Healing Childhood Trauma in Early Parenting: Podcast Episode #246

Emily Cleghorn shares her personal story of overcoming trauma and discusses the importance of support during motherhood on the latest episode of Ask the Doulas.  She also discusses navigating triggers and tantrums as you heal your childhood trauma in the midst of early parenting.  Emily is the founder of Mindful Soul Wellness.

Hello!  This is Kristin Revere with Ask the Doulas, and I am thrilled to chat with Emily Cleghorn today.  Emily is an award-winning trauma recovery coach, author, podcaster, and inspirational speaker on a mission to support trauma surviving mamas to navigate triggers and tantrums as they heal their childhood trauma in the midst of parenting.  Passionate about creating positive ripples for generations to come, Emily shares her powerful story of overcoming the veil of her own trauma placed over her life to inspire audiences and readers that they too can achieve peace and healing.

Emily owns Mended Soul Wellness.  She is, again, a holistic trauma recovery coach. 

Welcome, Emily!

Thank you for having me!  I’m excited to be here.

Yes, I’m excited to get into a very sensitive topic of addressing past trauma and going into parenting, whether it’s baby number one or baby number four.  We’d love to have you share not only your personal story and how it led you to this particular career choice, but also tips that you might have for our listeners.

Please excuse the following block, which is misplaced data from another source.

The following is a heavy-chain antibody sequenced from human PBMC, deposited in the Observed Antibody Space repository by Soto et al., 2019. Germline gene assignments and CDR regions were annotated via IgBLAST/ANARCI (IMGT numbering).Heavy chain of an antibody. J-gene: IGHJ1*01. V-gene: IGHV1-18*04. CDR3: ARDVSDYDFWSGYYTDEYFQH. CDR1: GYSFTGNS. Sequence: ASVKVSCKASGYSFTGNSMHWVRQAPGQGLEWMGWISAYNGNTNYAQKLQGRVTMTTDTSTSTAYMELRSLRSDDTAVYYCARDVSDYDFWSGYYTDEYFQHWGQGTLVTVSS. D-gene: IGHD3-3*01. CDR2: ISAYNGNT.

Yes!  I became a mama in 2018, and leading up to that, I struggled with infertility for a bit.  It wasn’t until I took my health journey into my own hands that I learned that infertility was being caused by my stress response, which was a result of my trauma.  So trauma can impact your life deeply.

When I was able to successfully carry a child to term and became a mama, I was completely unaware of how my childhood would impact my life as a mother.  And I wasn’t very far postpartum – I wasn’t very far into the journey when it was like what I call the trauma freight train side railed me, and it was all of my repressed emotions, everything that I had pushed down over the years of my childhood growing up demanding to be dealt with, demanding to have some attention given to them.  So my daughter was born.  She was the spitting image of me as an infant, which is really cute, in my biased opinion, but also really triggering.

I struggled at the beginning of my motherhood journey to discern where the boundaries were with regards to where I started and stopped and where my biological mom stopped and I started and then where I stopped and my daughter started.  And my stress response was on high alert.  Get the heck out of here, because it’s not safe.  It took me a really long time to understand that my mother of a mother wound was the obstacle that was preventing me from enjoying the transition.  It’s a huge life change.

It sure is, yes.

And if you’ve got a mother wound, it can play a huge part into your transition into motherhood.  So it took me a long time to come to terms with that.  That’s a bit of my journey.

It’s hard to even realize that we’re repeating patterns from our own childhood when you’re really trying to focus on conscious parenting and being mindful, but some things just show up as patterns, and we don’t even know that it’s happening until, say, a partner or a husband brings it up.